Volkswagen’s share price seems to have reached its lowest ebb, after a 35% drop on Monday and Tuesday.
But the emission scandal that has engulfed VW is far from over — and far from limited to just the German car maker.
In the aftermath of the revelation that VW’s was juicing the emission figures for its diesel cars, analyst have been trying to work out just how badly it will hit the company and Europe’s car manufacturing industry more widely.
The answer? Very badly.
To recap: the US Environmental Protection Agency (EPA) announced on Friday that 500,000 vehicles on US roads that had initially passed emissions tests were actually in violation, after more rigorous real-world tests.
It’s since emerged that this happened because of a clever piece of software that could identify when it was being tested and reduce harmful exhaust so it looked like the cars met requirements
Speculation began over the financial hit the company could take, with a potential fine running to $US18 billion (£11.76 billion).
But the problems go further than just fines, say analysts, and won’t even end with VW — every major auto maker in Europe will feel the pain.
In fact, they already are. While Volkswagen lost a third of its value in recent days, the Euro Stoxx 600 automobiles & parts index has dropped 10%, signalling that there is something of concern about the whole industry:
Bernstein researchers Max Warburton, Yu-Yu Lin, Robin Zhu and Gavin Kennedy called Volkswagen “the Lance Armstrong of Automakers,” a veiled jab at the doping scandal that engulfed professional cycling.
In a September 20 note, Bernstein interviewed an ex-EPA emissions export, who told them he didn’t know if other firms would face the same issues: “I would hate to accuse another OEM of any wrong doing without some justification.”
But he added: “I am quite sure, however, that other German OEMs’ products will be looked at using Portable Emissions Analysers on the road. There’s blood in the water.”
In a follow-up note on September 22, Bernstein said there’s a serious risk that not only would VW be found to have been doing something similar in Europe, but that “the whole industry is likely to face a rapid increase in test standards, intensity, and enforcement,” leading to lower profitability.
The good news for VW is analysts seem to agree that there’s far less risk of a massive fine, simply because the US regulators are much more clear that what the company has done is completely forbidden.
In the words of Bernstein’s researchers: “The ambiguity of the European rules suggests to us that even if VW were found to have used complex software to ‘cheat’ the tests, it would be difficult to fine the company.”
But the reputational damage and scrutiny from angry regulators is likely to be severe.
Even without the US’s regulatory infrastructure, European ministers have been climbing over each other to express their outrage. Barclays researchers summed up some of the reactions:
- “France: Environment Minister Segolene Royal has announced a comprehensive investigation as to whether VW bypassed regulations in France”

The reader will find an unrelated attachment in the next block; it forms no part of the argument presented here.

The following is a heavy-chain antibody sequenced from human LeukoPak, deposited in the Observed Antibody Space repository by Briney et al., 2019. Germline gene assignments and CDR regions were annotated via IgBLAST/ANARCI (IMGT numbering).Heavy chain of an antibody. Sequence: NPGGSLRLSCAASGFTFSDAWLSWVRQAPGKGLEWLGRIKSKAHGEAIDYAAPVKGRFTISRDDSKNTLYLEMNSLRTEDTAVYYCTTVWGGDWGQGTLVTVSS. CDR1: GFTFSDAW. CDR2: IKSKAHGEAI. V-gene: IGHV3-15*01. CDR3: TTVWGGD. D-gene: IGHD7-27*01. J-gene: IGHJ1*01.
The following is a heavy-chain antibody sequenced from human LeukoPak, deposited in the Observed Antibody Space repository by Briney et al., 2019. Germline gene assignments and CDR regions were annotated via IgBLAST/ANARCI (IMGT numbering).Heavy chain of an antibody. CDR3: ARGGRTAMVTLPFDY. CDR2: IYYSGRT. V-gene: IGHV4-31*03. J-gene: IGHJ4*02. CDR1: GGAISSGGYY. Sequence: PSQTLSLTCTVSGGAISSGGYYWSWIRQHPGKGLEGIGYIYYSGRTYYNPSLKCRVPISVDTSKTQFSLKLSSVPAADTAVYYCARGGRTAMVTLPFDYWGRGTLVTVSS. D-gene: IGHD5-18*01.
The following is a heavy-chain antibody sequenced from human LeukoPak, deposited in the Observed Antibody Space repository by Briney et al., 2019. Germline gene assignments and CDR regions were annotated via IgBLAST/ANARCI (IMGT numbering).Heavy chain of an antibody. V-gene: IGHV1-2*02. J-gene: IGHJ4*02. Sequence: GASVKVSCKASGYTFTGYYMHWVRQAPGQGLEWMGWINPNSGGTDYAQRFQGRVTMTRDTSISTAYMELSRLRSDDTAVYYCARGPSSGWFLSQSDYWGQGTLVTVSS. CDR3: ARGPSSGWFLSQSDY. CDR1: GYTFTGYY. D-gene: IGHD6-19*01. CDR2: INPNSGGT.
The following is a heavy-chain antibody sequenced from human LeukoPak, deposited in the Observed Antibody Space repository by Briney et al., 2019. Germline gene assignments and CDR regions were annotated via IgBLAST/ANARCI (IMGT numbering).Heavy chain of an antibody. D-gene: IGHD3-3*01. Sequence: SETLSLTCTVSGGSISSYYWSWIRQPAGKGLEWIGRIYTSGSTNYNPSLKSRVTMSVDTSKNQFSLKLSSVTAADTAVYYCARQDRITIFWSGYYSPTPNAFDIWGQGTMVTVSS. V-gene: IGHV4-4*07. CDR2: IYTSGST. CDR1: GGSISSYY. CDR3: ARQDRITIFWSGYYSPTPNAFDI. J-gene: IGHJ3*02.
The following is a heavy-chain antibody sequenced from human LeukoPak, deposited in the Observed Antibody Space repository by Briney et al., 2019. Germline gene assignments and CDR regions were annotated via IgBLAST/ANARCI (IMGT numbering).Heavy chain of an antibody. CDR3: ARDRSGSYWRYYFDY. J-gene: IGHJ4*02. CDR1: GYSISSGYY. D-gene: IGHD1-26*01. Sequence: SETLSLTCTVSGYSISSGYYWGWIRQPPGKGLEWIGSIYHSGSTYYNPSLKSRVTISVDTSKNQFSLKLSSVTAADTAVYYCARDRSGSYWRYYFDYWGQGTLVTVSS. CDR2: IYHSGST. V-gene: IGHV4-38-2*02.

- “Italy: Environmental Minister Gian Luca Galettii has asked VW for evidence that it has not tampered with its Italian-sold cars — and has said that otherwise it should recall the vehicles and stop selling them in Italy.”
- “UK: Transport Secretary Patrick McLaughlin has called for an EU-wide investigation.”
What almost everyone agrees on is that regardless of what happens with European fines, the regulatory regime is about to get tightened severely. The “real world” tests that tripped up VW will become EU-standard in 2017, and there will undoubtedly be political pressure to make them as stringent as possible.
European auto manufacturers have invested billions in the image of and technology behind diesel cars, and this scandal risks unravelling a huge amount of that. The idea of “clean diesel” may become as tarnished as the idea of responsible financial capitalism was after 2008.
In fact, what’s about to happen to the auto industry may be similar to what happened to banks in the post-financial crisis era. Difficulty finding growth markets, a pile of additional regulation, and constant reputational concern about the industry will all drag on performance for years.
A research note from Deutsche Bank’s auto analysts shows how damaging the effect of additional regulation could be on the company, and by extension every other auto manufacturer with a similar structure:
We think the impact on the operational business — namely volumes, residual values, pricing and costs — is even harder to estimate and is the key concern here. A main element of our buy case had been significant cost cuts. We now believe that rising costs for diesel cars will offset most of the effects. Most importantly, we have taken a more cautious stance on the growth outlook for VW and Audi and believe pricing will come under pressure due to the reputational damage.
The scandal is just the latest headwind for the auto industry, particularly in Germany. Companies like VW found growth in China during the stagnant post-crisis years in the west, but frothy expectations for that expansion are rapidly cooling. Some economists think in the years ahead China will be unable to grow much faster than 3-4% per year, as little as a third of the rate it often recorded before the crisis.
Without Chinese consumers driving sales, and with a huge crackdown from regulators around the world, Europe’s car makers could be facing a brutal few years ahead.
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